A future independent Kurdish state faces many political, economic, and administrative challenges, but its success could be a game-changer in the Middle East.
By Gary Kent
The Queen’s Birthday Party at the poolside of a classy hotel in the simmering summer heat attracted business and political leaders as well as Arab, Iranian, European and American diplomats. What made it different was we were in Erbil, the capital of the autonomous region of Iraqi Kurdistan and just 25 miles from fierce fighting between the Islamic State and the Peshmerga.
A diplomat at another such party once accidentally toasted the President of the Kurdish Republic but that slip of the tongue may prove prescient. Nearly a century after failing to achieve nationhood in the post-Versailles period, the Kurds are now on the move. A greater Kurdistani nation-state taken from the four countries where Kurds are minorities is improbable, although greater autonomy is growing within Turkey and Syria if not Iran, and an independent Iraqi Kurdistan is becoming more likely by the day.
The advance of the Kurds has taken many years. When I started visiting Kurdistan in 2006 most people had never heard of it. They would ask if I meant Kazakhstan or Kyrgyzstan but shake their heads and wish me luck when I mentioned Iraq. Two years ago my family and I toured mountain resorts, randomly stopped at roadside cafes for kebabs and walked without fear in a lively cosmopolitan city. There had been just seven jihadist attacks in Kurdistan in ten years with under 200 killed and most on one terrible day in 2004.
But things began to change in late 2013 when Kurdish leaders began to issue urgent warnings about a then little known group called ISIS. Last June the sum of all their fears became real as a small convoy of ISIS fighters captured Mosul, the second biggest city in Iraq.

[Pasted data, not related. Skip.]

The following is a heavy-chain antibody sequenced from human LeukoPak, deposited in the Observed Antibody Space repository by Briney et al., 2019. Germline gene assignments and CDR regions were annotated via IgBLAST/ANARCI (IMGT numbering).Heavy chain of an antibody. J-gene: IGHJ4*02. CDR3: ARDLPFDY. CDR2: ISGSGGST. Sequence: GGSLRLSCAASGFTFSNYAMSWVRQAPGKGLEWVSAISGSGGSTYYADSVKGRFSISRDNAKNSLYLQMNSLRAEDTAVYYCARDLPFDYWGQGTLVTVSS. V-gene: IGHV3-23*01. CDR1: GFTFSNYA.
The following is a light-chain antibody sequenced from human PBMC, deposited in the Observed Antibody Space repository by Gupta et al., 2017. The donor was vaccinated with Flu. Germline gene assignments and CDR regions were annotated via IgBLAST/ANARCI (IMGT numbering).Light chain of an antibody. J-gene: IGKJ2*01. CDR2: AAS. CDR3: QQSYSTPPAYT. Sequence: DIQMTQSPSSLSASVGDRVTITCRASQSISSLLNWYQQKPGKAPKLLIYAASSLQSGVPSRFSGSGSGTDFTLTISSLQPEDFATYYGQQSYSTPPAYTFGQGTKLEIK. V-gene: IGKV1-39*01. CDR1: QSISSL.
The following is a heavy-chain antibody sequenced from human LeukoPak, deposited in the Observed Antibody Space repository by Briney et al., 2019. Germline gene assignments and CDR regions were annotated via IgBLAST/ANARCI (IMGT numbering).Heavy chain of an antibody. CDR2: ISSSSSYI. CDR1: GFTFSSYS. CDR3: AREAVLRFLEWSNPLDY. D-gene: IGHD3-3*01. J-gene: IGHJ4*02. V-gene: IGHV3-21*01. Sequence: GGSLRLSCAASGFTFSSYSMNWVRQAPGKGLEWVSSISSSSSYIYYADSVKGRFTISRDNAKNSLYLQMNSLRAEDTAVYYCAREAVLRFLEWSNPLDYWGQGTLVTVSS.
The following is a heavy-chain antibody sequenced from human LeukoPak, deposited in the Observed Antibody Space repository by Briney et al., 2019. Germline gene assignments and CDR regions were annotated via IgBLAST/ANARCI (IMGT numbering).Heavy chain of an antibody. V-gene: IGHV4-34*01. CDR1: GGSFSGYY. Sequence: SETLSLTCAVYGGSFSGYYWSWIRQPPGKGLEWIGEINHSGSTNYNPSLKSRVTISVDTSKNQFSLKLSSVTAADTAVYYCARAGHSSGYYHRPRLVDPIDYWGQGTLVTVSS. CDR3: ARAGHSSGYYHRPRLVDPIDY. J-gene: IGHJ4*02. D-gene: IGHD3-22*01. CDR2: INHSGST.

The onslaught was like a knife cutting through butter—and flesh. The fear of their barbarism spread like wildfire. Shia soldiers with no dog in the game in Sunni areas fled, leaving the keys in 1500 American armoured Humvees, while Sunnis who had been persecuted by a sectarian government in Iraq chose ISIS over Baghdad or fled to Iraqi Kurdistan.
This was also a high point of Kurdistani nationalism. The army of Iraq—I Ran Away Quickly—was unfavourably compared to the Peshmerga, now facing ISIS along a 1,000 km border. The historic Kurdistani city of Kirkuk was reinforced overnight when the Iraqi Army ‘disappeared in a puff of smoke’ as the governor told me last June. Violence in the ethnically mixed Kirkuk province has since dropped dramatically and tight security in the rest of Kurdistan means there have been just three ISIS suicide bombs in Erbil in the past 18 months.
The common assumption that ISIS would ignore Kurdistan was wrong, however, and they turned on the Kurds in August. ISIS came within artillery range of Erbil but the Americans stepped in and air strikes saved the city. The traditional mountain Peshmerga fighters’ extended supply lines and insufficient weapons, ammunition and experience in facing a frontal assault on the plains forced a temporary retreat.
The Peshmerga also needs modern weapons, including tanks, APCs and helicopters. Most of the 1300 Peshmerga fatalities are because their AK47s cannot stop heavily armoured Mad Max suicide vehicle bombs barreling towards their lines, or because they cannot counter IEDs with which ISIS seeds villages they leave after massacring everyone. Battlefield medical care is inadequate and they lack basics such as night vision goggles and body armour.
Many countries have armed the Kurds. Britain provided 40 heavy machine guns while Germany broke its taboo on exporting many more weapons and their Milan anti-armour guns stop truck bombs at distance. The need for more arms was raised directly with President Obama by a KRG delegation led by President Barzani, whose Chief of Staff and a participant in the talks, Dr Fuad Hussein told me in Erbil:
“We said we would be happy to receive arms directly. But some countries have difficulties because we are not yet independent. But anyhow we [told the Americans] that the main question is do we need these weapons—yes or no, of course we do. Can we get them from you? If you send them to us we will be happy. If Iraq delays, you are responsible so you can talk to them. We understood from the American side that until now Iraq has not rejected weapons so let’s continue but [the Americans say] ‘you will get the right weapons.’ Now that the British election is over it is time for the British to do more to support the Kurds.”
The sudden Isis advance was also a wake-up call for the Peshmerga to up its game and become a national institution answerable to the state rather, as do most of its soldiers, to the two historic parties. Dlawer al Alaadin, a former Kurdistan Regional Government (KRG) Higher Education minister who now heads Kurdistan’s major independent think-tank, the Middle East Research Institute, told me that his organisation is “a bridge between external expertise and the Peshmerga in finding a home made solution.”